Sasaki Completes Economic Impact Analysis of Pittsburgh Riverfront
Sasaki recently completed an economic impact analysis of Three Rivers Park, Pittsburgh's 13-mile interconnected downtown riverfront park system. Commissioned by Riverlife, the study specifically focused on the correlation between public realm investments and private development. The results show that upwards of $4.1 billion in development can be tied to the $130 million worth of the riverfront investments over the last 15 years—turning the area into what an article in the Pittsburgh Post-Gazette describes as an "economic powerhouse." Furthermore, property values within the areas examined reported a handsome 60 percent increase over the last 15 years, compared to 32 percent for the rest of the city. Even more impressive was that property values in the South Side neighborhood increased 117 percent, attributed in large part to redevelopment of the former LTV South Side Works Steel site, which has transformed a brownfield area into new public access points to the riverfront.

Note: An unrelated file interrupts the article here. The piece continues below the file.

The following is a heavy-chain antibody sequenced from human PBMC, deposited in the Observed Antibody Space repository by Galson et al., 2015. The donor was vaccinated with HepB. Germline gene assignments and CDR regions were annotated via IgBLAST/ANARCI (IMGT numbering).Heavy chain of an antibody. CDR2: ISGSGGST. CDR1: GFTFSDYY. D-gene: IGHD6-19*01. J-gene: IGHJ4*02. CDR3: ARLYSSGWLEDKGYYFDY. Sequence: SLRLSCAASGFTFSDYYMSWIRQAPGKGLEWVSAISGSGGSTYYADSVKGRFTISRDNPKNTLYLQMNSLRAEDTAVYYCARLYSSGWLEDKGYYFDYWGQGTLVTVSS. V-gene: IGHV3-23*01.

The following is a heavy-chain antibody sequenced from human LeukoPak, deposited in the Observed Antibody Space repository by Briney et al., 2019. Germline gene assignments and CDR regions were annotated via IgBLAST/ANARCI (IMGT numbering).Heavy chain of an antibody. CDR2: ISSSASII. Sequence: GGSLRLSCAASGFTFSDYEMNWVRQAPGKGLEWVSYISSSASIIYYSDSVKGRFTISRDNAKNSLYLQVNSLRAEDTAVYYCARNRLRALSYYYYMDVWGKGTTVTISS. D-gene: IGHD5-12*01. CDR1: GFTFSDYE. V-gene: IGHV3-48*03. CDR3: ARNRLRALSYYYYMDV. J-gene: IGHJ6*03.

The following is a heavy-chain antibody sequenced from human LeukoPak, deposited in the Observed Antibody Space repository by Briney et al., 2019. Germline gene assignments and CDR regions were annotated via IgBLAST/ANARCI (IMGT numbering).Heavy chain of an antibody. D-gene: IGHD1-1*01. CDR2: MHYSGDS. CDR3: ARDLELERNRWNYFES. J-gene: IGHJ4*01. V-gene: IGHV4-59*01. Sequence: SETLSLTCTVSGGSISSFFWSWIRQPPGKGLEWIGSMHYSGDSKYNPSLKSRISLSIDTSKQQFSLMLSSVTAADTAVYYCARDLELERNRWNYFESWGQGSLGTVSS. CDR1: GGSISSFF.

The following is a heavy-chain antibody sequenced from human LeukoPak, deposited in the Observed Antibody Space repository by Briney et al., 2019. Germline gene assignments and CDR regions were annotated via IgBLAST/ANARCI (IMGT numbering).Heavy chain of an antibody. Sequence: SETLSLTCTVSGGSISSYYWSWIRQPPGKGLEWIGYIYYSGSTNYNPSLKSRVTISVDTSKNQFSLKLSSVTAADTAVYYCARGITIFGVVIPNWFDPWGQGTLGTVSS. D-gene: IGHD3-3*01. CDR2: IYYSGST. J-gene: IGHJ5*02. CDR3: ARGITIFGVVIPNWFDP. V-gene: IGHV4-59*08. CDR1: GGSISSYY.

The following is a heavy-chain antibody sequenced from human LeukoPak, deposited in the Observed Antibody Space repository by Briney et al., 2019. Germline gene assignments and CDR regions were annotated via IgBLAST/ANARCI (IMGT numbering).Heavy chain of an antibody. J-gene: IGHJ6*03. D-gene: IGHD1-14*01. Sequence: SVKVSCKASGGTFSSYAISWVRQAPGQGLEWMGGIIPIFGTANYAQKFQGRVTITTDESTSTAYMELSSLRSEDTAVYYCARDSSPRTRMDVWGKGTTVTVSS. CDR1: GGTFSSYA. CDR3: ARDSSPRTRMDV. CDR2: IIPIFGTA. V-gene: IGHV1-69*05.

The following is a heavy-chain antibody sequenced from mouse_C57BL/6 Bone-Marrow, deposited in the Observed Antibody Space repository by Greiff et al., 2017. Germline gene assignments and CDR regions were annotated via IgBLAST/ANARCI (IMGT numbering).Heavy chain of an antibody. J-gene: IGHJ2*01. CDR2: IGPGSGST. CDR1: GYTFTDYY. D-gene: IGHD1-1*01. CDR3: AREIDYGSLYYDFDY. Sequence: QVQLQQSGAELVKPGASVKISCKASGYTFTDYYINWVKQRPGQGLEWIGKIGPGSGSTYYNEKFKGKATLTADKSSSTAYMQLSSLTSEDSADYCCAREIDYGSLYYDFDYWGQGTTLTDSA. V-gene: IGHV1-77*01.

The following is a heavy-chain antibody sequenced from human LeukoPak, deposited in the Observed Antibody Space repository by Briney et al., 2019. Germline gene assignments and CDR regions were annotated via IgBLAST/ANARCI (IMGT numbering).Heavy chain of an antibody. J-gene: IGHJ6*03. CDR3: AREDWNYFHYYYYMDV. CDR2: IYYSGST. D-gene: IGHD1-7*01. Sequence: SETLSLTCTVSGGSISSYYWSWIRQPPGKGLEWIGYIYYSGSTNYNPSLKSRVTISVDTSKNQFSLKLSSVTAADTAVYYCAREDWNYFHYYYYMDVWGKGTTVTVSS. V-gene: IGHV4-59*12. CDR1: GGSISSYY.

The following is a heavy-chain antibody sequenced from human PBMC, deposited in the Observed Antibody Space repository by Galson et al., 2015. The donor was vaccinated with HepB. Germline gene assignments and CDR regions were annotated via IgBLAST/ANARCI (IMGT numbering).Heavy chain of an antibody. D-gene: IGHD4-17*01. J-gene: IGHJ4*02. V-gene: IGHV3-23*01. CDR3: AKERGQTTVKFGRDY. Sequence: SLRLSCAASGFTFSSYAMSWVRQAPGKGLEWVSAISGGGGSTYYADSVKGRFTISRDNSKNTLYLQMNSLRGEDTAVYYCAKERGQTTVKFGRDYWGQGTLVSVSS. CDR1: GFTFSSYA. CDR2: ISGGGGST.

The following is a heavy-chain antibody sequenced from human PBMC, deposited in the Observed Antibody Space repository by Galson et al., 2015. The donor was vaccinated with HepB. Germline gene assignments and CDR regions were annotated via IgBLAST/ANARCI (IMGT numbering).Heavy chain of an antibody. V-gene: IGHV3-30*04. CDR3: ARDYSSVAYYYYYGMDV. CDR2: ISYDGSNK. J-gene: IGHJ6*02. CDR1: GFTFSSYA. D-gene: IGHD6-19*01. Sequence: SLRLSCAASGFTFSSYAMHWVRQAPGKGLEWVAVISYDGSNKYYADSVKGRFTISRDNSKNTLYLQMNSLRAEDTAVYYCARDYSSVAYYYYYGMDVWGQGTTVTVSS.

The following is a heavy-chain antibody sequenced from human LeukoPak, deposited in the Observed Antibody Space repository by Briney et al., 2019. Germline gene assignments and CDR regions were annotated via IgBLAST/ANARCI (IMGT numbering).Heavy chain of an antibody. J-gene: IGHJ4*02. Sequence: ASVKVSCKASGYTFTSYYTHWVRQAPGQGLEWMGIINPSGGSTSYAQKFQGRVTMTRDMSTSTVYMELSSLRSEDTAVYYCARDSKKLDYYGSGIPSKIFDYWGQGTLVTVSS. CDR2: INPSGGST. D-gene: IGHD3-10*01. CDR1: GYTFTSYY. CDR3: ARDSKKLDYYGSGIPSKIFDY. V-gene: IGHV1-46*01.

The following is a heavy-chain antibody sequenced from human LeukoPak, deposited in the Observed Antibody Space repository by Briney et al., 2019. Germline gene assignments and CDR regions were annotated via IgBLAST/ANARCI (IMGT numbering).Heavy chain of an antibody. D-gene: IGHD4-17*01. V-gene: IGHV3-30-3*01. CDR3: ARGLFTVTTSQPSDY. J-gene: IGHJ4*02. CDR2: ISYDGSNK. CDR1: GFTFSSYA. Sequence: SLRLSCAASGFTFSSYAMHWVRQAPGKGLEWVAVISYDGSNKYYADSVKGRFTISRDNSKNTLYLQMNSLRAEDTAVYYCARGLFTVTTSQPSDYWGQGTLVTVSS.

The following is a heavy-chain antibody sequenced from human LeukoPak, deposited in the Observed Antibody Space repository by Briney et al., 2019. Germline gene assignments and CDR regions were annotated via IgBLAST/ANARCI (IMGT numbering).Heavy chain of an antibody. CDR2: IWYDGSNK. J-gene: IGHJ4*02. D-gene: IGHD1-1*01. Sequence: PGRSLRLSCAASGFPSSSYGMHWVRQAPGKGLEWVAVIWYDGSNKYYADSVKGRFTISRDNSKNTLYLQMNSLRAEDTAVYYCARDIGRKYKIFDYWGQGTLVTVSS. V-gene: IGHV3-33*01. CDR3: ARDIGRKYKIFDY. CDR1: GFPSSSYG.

This study puts forth a quantifiable argument for viewing outdoor public spaces as not just aesthetically-pleasing urban amenities, but as drivers of economic development. The planning team used a two-pronged metholodogy to ensure quality of data. First, they placed Pittsburgh's climate of development in a national context; collecting data from several cities of similar size, such as Boston, Cincinnati, and Atlanta. Second, the team analyzed the past 15 years of development in Pittsburgh—both public and private—and assessed the tax-related income for the city. The data shows a clear trend: waterfront parks often times "pay their own way" due to increased tax revenue from increased development (representing an impressive return on investment for cities), and properties near high quality parks and waterfronts have consistently higher property values.
Based on the findings from the study, Sasaki is now starting work with Riverlife and property owners along the Allegheny River on improvements in the Strip District neighborhood to explore new park and open space opportunities.